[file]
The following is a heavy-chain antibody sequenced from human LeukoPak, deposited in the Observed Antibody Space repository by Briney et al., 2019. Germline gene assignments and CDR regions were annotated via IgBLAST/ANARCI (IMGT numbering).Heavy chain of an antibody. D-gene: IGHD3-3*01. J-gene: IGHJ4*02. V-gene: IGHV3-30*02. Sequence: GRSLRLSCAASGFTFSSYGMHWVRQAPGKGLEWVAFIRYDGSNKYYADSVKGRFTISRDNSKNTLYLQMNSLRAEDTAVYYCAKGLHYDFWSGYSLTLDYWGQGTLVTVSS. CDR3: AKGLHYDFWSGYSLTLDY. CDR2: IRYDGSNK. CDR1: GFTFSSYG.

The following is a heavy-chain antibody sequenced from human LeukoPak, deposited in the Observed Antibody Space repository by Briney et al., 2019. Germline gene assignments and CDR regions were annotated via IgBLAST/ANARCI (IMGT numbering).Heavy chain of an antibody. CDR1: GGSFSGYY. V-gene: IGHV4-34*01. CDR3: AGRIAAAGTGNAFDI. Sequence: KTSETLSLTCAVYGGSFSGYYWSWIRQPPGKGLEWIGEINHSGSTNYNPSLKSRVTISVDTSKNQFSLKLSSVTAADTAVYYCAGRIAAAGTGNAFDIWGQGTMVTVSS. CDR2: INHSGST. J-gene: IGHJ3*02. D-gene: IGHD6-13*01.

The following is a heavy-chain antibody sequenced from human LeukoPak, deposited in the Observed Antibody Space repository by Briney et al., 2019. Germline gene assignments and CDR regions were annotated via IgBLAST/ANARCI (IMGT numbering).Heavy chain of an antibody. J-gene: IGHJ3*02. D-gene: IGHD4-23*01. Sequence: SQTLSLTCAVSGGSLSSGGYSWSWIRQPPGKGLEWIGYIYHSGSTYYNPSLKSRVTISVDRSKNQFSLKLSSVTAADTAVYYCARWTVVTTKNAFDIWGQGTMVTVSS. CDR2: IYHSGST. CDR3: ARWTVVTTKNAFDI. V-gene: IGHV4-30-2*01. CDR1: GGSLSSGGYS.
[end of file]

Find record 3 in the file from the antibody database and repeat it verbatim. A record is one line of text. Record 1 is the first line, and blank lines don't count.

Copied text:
The following is a heavy-chain antibody sequenced from human LeukoPak, deposited in the Observed Antibody Space repository by Briney et al., 2019. Germline gene assignments and CDR regions were annotated via IgBLAST/ANARCI (IMGT numbering).Heavy chain of an antibody. J-gene: IGHJ3*02. D-gene: IGHD4-23*01. Sequence: SQTLSLTCAVSGGSLSSGGYSWSWIRQPPGKGLEWIGYIYHSGSTYYNPSLKSRVTISVDRSKNQFSLKLSSVTAADTAVYYCARWTVVTTKNAFDIWGQGTMVTVSS. CDR2: IYHSGST. CDR3: ARWTVVTTKNAFDI. V-gene: IGHV4-30-2*01. CDR1: GGSLSSGGYS.